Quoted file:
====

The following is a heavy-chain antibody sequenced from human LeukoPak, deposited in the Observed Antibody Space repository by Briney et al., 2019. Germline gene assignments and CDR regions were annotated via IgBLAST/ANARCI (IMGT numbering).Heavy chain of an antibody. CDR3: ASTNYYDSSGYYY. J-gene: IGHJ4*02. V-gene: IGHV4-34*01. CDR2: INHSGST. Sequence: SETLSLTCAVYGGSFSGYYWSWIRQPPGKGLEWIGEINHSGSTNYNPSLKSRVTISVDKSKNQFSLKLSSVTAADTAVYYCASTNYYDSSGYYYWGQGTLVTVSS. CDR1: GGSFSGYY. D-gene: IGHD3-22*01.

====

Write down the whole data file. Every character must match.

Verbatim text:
The following is a heavy-chain antibody sequenced from human LeukoPak, deposited in the Observed Antibody Space repository by Briney et al., 2019. Germline gene assignments and CDR regions were annotated via IgBLAST/ANARCI (IMGT numbering).Heavy chain of an antibody. CDR3: ASTNYYDSSGYYY. J-gene: IGHJ4*02. V-gene: IGHV4-34*01. CDR2: INHSGST. Sequence: SETLSLTCAVYGGSFSGYYWSWIRQPPGKGLEWIGEINHSGSTNYNPSLKSRVTISVDKSKNQFSLKLSSVTAADTAVYYCASTNYYDSSGYYYWGQGTLVTVSS. CDR1: GGSFSGYY. D-gene: IGHD3-22*01.